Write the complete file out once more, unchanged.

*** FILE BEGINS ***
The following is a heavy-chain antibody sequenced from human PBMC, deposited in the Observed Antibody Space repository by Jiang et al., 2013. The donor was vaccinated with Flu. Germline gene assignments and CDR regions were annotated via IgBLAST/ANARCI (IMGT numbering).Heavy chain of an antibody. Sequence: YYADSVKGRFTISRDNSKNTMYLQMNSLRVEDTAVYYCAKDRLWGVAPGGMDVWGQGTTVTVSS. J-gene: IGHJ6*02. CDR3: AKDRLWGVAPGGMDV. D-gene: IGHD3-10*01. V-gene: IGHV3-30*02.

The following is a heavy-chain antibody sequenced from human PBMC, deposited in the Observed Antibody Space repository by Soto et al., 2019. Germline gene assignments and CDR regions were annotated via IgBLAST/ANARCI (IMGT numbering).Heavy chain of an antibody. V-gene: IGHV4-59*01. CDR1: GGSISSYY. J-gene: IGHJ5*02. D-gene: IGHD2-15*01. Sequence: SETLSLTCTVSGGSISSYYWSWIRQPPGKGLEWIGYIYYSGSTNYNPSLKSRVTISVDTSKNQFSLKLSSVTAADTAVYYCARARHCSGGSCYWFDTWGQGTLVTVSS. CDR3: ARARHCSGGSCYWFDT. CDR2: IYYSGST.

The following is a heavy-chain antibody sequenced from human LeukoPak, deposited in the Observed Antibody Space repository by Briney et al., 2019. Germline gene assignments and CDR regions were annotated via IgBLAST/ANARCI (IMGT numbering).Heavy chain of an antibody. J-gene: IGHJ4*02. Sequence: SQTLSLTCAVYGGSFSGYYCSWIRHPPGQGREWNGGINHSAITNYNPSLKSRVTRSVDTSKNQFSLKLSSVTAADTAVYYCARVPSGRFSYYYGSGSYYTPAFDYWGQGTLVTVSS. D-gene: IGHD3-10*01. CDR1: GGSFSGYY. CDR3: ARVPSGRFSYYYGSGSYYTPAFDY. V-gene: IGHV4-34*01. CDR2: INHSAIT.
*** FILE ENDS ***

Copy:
The following is a heavy-chain antibody sequenced from human PBMC, deposited in the Observed Antibody Space repository by Jiang et al., 2013. The donor was vaccinated with Flu. Germline gene assignments and CDR regions were annotated via IgBLAST/ANARCI (IMGT numbering).Heavy chain of an antibody. Sequence: YYADSVKGRFTISRDNSKNTMYLQMNSLRVEDTAVYYCAKDRLWGVAPGGMDVWGQGTTVTVSS. J-gene: IGHJ6*02. CDR3: AKDRLWGVAPGGMDV. D-gene: IGHD3-10*01. V-gene: IGHV3-30*02.

The following is a heavy-chain antibody sequenced from human PBMC, deposited in the Observed Antibody Space repository by Soto et al., 2019. Germline gene assignments and CDR regions were annotated via IgBLAST/ANARCI (IMGT numbering).Heavy chain of an antibody. V-gene: IGHV4-59*01. CDR1: GGSISSYY. J-gene: IGHJ5*02. D-gene: IGHD2-15*01. Sequence: SETLSLTCTVSGGSISSYYWSWIRQPPGKGLEWIGYIYYSGSTNYNPSLKSRVTISVDTSKNQFSLKLSSVTAADTAVYYCARARHCSGGSCYWFDTWGQGTLVTVSS. CDR3: ARARHCSGGSCYWFDT. CDR2: IYYSGST.

The following is a heavy-chain antibody sequenced from human LeukoPak, deposited in the Observed Antibody Space repository by Briney et al., 2019. Germline gene assignments and CDR regions were annotated via IgBLAST/ANARCI (IMGT numbering).Heavy chain of an antibody. J-gene: IGHJ4*02. Sequence: SQTLSLTCAVYGGSFSGYYCSWIRHPPGQGREWNGGINHSAITNYNPSLKSRVTRSVDTSKNQFSLKLSSVTAADTAVYYCARVPSGRFSYYYGSGSYYTPAFDYWGQGTLVTVSS. D-gene: IGHD3-10*01. CDR1: GGSFSGYY. CDR3: ARVPSGRFSYYYGSGSYYTPAFDY. V-gene: IGHV4-34*01. CDR2: INHSAIT.